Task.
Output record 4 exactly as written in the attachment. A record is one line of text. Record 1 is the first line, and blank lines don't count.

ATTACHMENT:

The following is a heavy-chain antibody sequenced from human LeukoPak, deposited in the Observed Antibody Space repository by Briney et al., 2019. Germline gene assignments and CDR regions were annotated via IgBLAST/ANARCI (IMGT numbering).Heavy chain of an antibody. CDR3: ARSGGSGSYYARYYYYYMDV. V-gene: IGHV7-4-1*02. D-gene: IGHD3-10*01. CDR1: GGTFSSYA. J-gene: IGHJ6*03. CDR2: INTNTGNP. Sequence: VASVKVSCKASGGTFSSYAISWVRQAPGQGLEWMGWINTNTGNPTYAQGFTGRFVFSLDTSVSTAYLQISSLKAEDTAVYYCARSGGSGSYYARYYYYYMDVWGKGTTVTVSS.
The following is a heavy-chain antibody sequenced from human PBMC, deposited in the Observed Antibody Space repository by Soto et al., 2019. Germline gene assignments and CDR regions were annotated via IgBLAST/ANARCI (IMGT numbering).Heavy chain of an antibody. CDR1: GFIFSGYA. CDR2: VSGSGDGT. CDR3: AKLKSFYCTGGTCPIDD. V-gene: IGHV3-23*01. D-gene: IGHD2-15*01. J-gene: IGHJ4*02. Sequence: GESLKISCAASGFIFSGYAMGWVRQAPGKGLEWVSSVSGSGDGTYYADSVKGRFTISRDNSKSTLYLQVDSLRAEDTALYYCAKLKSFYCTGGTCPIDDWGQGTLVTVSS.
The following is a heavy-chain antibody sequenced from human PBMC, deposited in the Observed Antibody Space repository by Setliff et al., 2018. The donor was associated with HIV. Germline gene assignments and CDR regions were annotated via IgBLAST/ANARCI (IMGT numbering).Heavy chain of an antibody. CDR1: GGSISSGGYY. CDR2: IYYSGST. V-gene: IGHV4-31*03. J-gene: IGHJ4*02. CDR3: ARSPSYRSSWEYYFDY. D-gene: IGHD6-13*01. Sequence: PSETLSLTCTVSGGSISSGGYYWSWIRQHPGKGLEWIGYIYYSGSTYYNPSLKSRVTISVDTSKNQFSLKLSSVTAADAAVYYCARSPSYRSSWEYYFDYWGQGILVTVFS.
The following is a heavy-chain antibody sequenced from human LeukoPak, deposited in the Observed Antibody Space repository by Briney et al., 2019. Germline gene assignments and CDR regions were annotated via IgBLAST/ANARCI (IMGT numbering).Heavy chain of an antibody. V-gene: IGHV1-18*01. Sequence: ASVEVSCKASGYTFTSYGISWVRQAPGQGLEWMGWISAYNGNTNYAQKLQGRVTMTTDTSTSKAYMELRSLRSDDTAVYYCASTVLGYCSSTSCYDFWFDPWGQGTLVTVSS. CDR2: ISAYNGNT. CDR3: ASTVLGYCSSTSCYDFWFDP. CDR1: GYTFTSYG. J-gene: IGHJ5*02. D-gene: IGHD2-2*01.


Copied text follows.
The following is a heavy-chain antibody sequenced from human LeukoPak, deposited in the Observed Antibody Space repository by Briney et al., 2019. Germline gene assignments and CDR regions were annotated via IgBLAST/ANARCI (IMGT numbering).Heavy chain of an antibody. V-gene: IGHV1-18*01. Sequence: ASVEVSCKASGYTFTSYGISWVRQAPGQGLEWMGWISAYNGNTNYAQKLQGRVTMTTDTSTSKAYMELRSLRSDDTAVYYCASTVLGYCSSTSCYDFWFDPWGQGTLVTVSS. CDR2: ISAYNGNT. CDR3: ASTVLGYCSSTSCYDFWFDP. CDR1: GYTFTSYG. J-gene: IGHJ5*02. D-gene: IGHD2-2*01.